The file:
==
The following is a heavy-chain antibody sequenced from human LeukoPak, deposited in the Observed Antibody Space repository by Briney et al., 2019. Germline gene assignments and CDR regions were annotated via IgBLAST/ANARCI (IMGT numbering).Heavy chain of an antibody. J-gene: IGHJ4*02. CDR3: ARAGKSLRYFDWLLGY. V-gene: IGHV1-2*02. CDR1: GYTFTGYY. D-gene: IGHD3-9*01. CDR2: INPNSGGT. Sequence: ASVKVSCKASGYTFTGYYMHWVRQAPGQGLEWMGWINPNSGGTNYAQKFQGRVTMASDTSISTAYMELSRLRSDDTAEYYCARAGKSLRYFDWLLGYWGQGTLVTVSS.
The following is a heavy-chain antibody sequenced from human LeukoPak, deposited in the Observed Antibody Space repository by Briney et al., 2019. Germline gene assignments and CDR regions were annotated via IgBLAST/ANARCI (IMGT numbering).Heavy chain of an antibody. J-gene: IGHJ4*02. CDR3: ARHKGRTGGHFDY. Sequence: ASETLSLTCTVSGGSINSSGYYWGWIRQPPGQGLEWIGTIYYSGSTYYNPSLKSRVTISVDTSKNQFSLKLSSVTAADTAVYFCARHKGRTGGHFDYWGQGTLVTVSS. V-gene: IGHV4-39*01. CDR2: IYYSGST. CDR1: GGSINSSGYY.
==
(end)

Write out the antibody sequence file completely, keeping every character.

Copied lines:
The following is a heavy-chain antibody sequenced from human LeukoPak, deposited in the Observed Antibody Space repository by Briney et al., 2019. Germline gene assignments and CDR regions were annotated via IgBLAST/ANARCI (IMGT numbering).Heavy chain of an antibody. J-gene: IGHJ4*02. CDR3: ARAGKSLRYFDWLLGY. V-gene: IGHV1-2*02. CDR1: GYTFTGYY. D-gene: IGHD3-9*01. CDR2: INPNSGGT. Sequence: ASVKVSCKASGYTFTGYYMHWVRQAPGQGLEWMGWINPNSGGTNYAQKFQGRVTMASDTSISTAYMELSRLRSDDTAEYYCARAGKSLRYFDWLLGYWGQGTLVTVSS.
The following is a heavy-chain antibody sequenced from human LeukoPak, deposited in the Observed Antibody Space repository by Briney et al., 2019. Germline gene assignments and CDR regions were annotated via IgBLAST/ANARCI (IMGT numbering).Heavy chain of an antibody. J-gene: IGHJ4*02. CDR3: ARHKGRTGGHFDY. Sequence: ASETLSLTCTVSGGSINSSGYYWGWIRQPPGQGLEWIGTIYYSGSTYYNPSLKSRVTISVDTSKNQFSLKLSSVTAADTAVYFCARHKGRTGGHFDYWGQGTLVTVSS. V-gene: IGHV4-39*01. CDR2: IYYSGST. CDR1: GGSINSSGYY.